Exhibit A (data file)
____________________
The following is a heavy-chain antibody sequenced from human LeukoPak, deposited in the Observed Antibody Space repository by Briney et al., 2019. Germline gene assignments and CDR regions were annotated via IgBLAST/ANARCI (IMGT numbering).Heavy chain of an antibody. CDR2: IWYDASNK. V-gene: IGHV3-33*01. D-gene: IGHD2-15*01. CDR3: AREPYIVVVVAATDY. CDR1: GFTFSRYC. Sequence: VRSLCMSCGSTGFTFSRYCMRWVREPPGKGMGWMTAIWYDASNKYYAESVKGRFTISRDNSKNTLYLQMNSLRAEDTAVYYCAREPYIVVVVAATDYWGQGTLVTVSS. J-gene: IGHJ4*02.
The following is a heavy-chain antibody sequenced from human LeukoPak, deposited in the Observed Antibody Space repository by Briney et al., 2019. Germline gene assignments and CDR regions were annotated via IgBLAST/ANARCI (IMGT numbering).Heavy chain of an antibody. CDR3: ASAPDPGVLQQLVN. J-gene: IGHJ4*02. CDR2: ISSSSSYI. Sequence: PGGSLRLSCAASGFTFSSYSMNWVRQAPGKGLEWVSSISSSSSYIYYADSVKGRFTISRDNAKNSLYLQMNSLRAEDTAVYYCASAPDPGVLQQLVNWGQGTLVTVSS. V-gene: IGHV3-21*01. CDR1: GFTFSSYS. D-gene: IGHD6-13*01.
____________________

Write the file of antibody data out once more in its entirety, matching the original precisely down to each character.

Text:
The following is a heavy-chain antibody sequenced from human LeukoPak, deposited in the Observed Antibody Space repository by Briney et al., 2019. Germline gene assignments and CDR regions were annotated via IgBLAST/ANARCI (IMGT numbering).Heavy chain of an antibody. CDR2: IWYDASNK. V-gene: IGHV3-33*01. D-gene: IGHD2-15*01. CDR3: AREPYIVVVVAATDY. CDR1: GFTFSRYC. Sequence: VRSLCMSCGSTGFTFSRYCMRWVREPPGKGMGWMTAIWYDASNKYYAESVKGRFTISRDNSKNTLYLQMNSLRAEDTAVYYCAREPYIVVVVAATDYWGQGTLVTVSS. J-gene: IGHJ4*02.
The following is a heavy-chain antibody sequenced from human LeukoPak, deposited in the Observed Antibody Space repository by Briney et al., 2019. Germline gene assignments and CDR regions were annotated via IgBLAST/ANARCI (IMGT numbering).Heavy chain of an antibody. CDR3: ASAPDPGVLQQLVN. J-gene: IGHJ4*02. CDR2: ISSSSSYI. Sequence: PGGSLRLSCAASGFTFSSYSMNWVRQAPGKGLEWVSSISSSSSYIYYADSVKGRFTISRDNAKNSLYLQMNSLRAEDTAVYYCASAPDPGVLQQLVNWGQGTLVTVSS. V-gene: IGHV3-21*01. CDR1: GFTFSSYS. D-gene: IGHD6-13*01.